The Caravan, aimed at spreading the values of citizenship education, started its work on 7 October in Marneuli municipality of Kvemo Kartli region.
The action-packed event took place at Marneuli’s N2 school, where 23 enthusiastic participants gathered. Led by Georgian citizenship education experts Keti Mukhiguli and Maka Kemkhadze, the session focused on the exciting topic of ‘Basic Principles of Democracy’.
The energy in the room was palpable as participants delved into the compelling topic of “Basic Principles of Democracy”.
This wasn’t just any lecture – the meeting came alive with interactive activities and stimulating discussions. An exhilarating game called “Brain Ring” put the principles of democracy to the test, ensuring an engaging and immersive learning experience for all.
Among the participants was a dedicated teacher who couldn’t hide her excitement as she declared that this day would be etched in her memory and in the hearts of all participants.
She emphasised, “This caravan is unlike anything we’ve ever seen before as it reaches far and wide, leaving behind the invaluable lessons of citizenship education wherever it goes. It will undoubtedly have a lasting impact on the consciousness of all those touched by this extraordinary project”.
The next stop of the Caravan was in Bolnisi, municipality of the Kvemo Kartli region.
The aim of the project is really useful for the Georgian people, because nowadays it’s important to gain knowledge about democracy and women’s rights.
That’s why the main topic of today’s next session was “Women’s Activism and the Art of Expression”, moderated by EENCE member Salome Iobadze.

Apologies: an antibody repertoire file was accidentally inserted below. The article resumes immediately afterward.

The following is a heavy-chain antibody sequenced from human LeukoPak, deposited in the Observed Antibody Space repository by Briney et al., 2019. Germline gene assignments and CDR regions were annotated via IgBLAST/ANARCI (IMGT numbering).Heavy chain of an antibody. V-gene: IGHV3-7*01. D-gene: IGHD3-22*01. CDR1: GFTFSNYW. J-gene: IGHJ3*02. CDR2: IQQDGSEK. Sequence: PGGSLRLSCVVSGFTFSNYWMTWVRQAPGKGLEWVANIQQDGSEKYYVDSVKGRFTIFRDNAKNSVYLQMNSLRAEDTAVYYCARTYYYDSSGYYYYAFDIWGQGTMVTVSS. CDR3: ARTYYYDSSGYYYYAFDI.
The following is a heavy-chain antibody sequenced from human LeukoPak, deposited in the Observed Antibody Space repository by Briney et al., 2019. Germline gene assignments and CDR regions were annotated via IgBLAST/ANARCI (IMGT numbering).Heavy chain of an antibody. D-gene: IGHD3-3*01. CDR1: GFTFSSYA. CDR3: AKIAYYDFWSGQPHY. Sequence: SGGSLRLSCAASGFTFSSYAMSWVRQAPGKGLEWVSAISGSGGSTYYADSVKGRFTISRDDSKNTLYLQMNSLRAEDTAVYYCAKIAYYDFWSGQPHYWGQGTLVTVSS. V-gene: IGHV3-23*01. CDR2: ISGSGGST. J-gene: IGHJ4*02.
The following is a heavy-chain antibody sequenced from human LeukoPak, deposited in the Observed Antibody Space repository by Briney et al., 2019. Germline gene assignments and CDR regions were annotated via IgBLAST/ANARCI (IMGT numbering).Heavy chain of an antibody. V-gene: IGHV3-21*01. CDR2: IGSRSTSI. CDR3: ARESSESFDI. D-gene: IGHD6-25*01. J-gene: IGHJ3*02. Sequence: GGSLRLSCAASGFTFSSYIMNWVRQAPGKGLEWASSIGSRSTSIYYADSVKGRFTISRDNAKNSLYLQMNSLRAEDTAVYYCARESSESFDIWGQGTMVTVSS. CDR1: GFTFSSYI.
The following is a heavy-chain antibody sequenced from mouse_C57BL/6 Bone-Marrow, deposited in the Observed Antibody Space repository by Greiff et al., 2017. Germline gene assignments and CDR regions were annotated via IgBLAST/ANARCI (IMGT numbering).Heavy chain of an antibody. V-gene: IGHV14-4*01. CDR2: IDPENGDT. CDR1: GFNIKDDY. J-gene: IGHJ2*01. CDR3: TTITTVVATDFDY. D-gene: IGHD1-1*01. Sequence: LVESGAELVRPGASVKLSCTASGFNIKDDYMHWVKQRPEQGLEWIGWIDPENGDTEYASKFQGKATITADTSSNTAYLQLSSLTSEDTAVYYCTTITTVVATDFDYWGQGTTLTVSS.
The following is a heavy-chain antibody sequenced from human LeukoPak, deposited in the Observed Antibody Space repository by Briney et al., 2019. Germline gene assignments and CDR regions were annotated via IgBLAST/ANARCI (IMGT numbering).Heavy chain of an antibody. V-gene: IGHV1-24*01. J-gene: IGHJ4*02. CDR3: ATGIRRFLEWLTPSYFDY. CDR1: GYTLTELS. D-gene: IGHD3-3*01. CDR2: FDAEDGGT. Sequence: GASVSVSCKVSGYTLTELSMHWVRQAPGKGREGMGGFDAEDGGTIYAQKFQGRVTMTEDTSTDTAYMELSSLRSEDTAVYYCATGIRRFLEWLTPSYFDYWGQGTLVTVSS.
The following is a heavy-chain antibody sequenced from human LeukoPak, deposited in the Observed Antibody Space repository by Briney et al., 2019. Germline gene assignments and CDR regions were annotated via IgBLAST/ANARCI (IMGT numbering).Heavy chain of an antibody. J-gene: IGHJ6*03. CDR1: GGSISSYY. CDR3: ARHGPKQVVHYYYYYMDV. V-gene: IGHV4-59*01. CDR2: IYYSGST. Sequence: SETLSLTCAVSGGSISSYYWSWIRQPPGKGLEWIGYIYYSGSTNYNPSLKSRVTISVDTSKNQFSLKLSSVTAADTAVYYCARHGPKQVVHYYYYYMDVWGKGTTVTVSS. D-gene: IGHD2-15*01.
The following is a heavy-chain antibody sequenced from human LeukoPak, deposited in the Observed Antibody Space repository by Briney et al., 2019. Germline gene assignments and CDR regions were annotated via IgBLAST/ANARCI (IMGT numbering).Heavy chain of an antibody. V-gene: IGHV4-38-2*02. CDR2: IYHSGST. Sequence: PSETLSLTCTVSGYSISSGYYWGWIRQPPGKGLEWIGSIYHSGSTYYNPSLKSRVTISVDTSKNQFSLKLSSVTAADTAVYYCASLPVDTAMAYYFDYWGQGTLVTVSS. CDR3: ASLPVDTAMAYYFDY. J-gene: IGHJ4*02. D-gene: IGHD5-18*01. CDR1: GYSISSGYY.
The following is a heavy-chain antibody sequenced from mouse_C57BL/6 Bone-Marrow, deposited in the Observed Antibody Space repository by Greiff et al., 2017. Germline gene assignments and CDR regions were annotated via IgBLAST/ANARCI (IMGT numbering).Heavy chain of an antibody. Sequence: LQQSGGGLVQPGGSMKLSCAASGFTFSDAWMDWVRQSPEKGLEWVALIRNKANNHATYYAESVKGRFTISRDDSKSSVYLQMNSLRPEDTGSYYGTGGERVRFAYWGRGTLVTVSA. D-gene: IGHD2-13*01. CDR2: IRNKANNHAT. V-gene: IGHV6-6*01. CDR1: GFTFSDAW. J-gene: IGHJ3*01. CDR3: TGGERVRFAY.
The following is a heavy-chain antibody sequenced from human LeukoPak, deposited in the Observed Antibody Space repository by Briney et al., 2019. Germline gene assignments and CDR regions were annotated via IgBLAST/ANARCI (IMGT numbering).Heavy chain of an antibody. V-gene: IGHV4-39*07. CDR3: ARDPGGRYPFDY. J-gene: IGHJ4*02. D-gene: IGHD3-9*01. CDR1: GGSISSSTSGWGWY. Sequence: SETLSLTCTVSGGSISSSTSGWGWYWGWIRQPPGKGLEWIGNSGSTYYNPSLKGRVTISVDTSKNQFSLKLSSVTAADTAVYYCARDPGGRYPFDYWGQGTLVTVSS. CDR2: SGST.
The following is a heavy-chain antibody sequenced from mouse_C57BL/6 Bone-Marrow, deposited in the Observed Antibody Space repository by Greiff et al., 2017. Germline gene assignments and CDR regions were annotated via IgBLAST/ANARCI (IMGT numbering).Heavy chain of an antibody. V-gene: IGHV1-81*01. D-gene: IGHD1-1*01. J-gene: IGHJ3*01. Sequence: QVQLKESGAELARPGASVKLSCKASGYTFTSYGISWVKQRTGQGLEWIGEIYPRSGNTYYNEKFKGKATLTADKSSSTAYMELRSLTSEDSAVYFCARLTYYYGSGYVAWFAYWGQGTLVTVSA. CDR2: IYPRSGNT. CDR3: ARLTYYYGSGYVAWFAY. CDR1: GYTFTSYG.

Gender equality in general is a serious issue and a challenge for the country today, and a programme like Caravan is very important for Georgian women.
The meeting was attended by local women from youth organisations, students and members of local self-government.
As a result of the meeting, the participants received information about the forms of expression of women’s activism, mechanisms of civil participation, etc. It should be noted that during the lecture they could not hide their excitement and were very enthusiastic. The atmosphere was so friendly.
The meeting was interactive and the participants were involved in the process as much as possible. During the discussion, participants emphasised the importance of formal and non-formal civic education in overcoming gender stereotypes, based on local examples or experiences.
Caravaners asked participants to describe the project in three words. They replied that the idea of a Caravan was important in their daily lives and that the project helped them to learn more about democracy and women’s rights. They also mentioned that they would share their experiences with their communities.
Caravan in Georgia is organized by Eastern-European Association for Citizenship Education under support of the Federal Agency of Citizenship Education of Germany (bpb) and funded by German Foreign Office. The local partner of Caravan is a Civic Education Teachers’ Forum (CETF, Georgia).